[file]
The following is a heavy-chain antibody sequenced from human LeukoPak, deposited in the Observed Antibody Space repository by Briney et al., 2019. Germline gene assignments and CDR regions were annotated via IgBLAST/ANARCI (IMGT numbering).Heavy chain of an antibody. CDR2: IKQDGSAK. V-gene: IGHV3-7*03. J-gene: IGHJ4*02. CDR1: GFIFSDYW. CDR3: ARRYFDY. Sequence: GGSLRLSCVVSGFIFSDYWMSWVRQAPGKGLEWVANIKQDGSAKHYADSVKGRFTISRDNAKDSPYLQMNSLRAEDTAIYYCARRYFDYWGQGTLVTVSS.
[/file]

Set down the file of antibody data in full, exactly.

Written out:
The following is a heavy-chain antibody sequenced from human LeukoPak, deposited in the Observed Antibody Space repository by Briney et al., 2019. Germline gene assignments and CDR regions were annotated via IgBLAST/ANARCI (IMGT numbering).Heavy chain of an antibody. CDR2: IKQDGSAK. V-gene: IGHV3-7*03. J-gene: IGHJ4*02. CDR1: GFIFSDYW. CDR3: ARRYFDY. Sequence: GGSLRLSCVVSGFIFSDYWMSWVRQAPGKGLEWVANIKQDGSAKHYADSVKGRFTISRDNAKDSPYLQMNSLRAEDTAIYYCARRYFDYWGQGTLVTVSS.